Indralath Temple – A 8th Century AD Brick temple of Ranipur Jharial, Balangiri – Odisha
Indralath Brick Temple, It is a unique brick temple, variously described as a Siva or Vishnu temple. Indralatha is one of the tallest ancient brick temple of Odisha. The sikhara is more than 60 feet high. It is standing on a high platform of sand stone. Some scholars opine that originally it was a Vaisnava temple. Later on it was converted into a Siva temple. However, after careful observation we think that it was a Siva temple. In the temple we notice images of Siva-Parvati, Ganesh etc. The water channel traced out from the linga seems to be the original one. The builders of the famous Indralath brick temple as well as the hypaethral temple of 64 Yoginis are not known for certain. Beglaryand Williams suggest a 7th-century date for Sirpur temple, and therefore, Ranipur Indralath temple being a phototype of the former can be dated in the same epoch as well.
Indralath Temple (Oriya/odia: ଇନ୍ଦ୍ରଲାଠ ଦେଉଳ) is dedicated to Shiva and is situated in Kantabanji block near Ranipur-Jharial in Balangir district. It was supposed that Indra first worshipped lord Shiva here and erected a temple.
The History of Indralath Temple – Ranipur Jharial :-
The Nala rulers of the 7th century A.D. were preeminently Vaisnavites and their political and cultural activities were mostly confined in Rajim, Kalahandi and Balangir region and so the possibility of their association with the construction of this temple may not be ruled out altogether. Beglar is also inclined to take back the antiquity of 64 Yogini as well as the Somesvara Siva temple to the 8th century A.D. In the present state of our knowledge, we cannot say with certainty the precise time and the regime, when and by whom these temples were built. This much we can say here that the accumulated artistic and architectonic accumen of the post-Gupta age seemed to have had significant contribution to the building activities of this center
We believe that our comprehensive survey of art and architecture of South Kosala with special reference to Ranipur-Jharial during the period under discussion reveals that there was unprecedented outburst of artistic activities. Keeping pace with the theoretical concept of the multiplication of gods and goddesses of the various pantheons, the rulers of this region sincerely attempted to reflect them through the medium of stone.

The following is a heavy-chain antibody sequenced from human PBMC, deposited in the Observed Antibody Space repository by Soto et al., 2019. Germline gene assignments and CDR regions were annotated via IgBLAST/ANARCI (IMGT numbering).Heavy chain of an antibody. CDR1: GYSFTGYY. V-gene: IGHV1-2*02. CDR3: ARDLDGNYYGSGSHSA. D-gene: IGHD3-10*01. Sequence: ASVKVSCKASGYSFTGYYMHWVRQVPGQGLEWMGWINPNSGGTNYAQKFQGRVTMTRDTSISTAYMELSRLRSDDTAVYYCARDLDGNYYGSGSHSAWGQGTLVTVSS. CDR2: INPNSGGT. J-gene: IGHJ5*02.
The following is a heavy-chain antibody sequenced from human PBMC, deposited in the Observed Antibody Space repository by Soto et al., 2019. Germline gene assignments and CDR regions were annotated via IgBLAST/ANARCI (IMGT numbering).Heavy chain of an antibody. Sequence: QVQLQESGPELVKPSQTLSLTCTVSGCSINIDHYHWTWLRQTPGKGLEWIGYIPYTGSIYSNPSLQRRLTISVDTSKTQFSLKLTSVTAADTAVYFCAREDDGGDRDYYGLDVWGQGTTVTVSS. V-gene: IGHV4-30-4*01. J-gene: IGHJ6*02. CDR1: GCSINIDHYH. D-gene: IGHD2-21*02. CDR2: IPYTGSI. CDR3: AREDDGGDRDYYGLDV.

The economic prosperity of the kingdom combined with the benign patronage and zeal of the rulers seem to have offered a most conducive atmosphere for prolific attainment of the artistic excellence of this age. In fact, with numerous monuments Ranipur-Jharial can well be designated as a temple town of an estimable importance in the remote past. Somatirtha Somatirtha is identified with the present twin hamlets of Ranipur-Jharial in Balangir district of Odisha. Beglar who visited the temple town in 1874- 75 counted 57 temples of varied shape and size at various stages of decay and preservation and noted about the existence of about 120 temples in early times.
We made a systematic survey of the temple complex and traced out the outline of the foundation of twenty temples and we believe that not less than 200 temples of various dimensions existed here in the heyday of the sacred place over an area of 2 x l km. Beglar further writes “the occurrence of so many temples at this spot is sufficiently account for by the inscription which records the existence here of a tirth or place of pilgrimage”. He assigns the latest date of the structures to 8th century A.D. and noted historian K.N. Mahapatra between 650 to 950 A.D. Now so far the antiquity of the place as a tirtha is concerned, we are inclined to date back as early as 3rd/4th century A.D.
Our contention is based on the fact that Somatirtha apparently, named after the presiding deity of this sacred centre Somesvara Siva, finds mention in the Vamana Purana.
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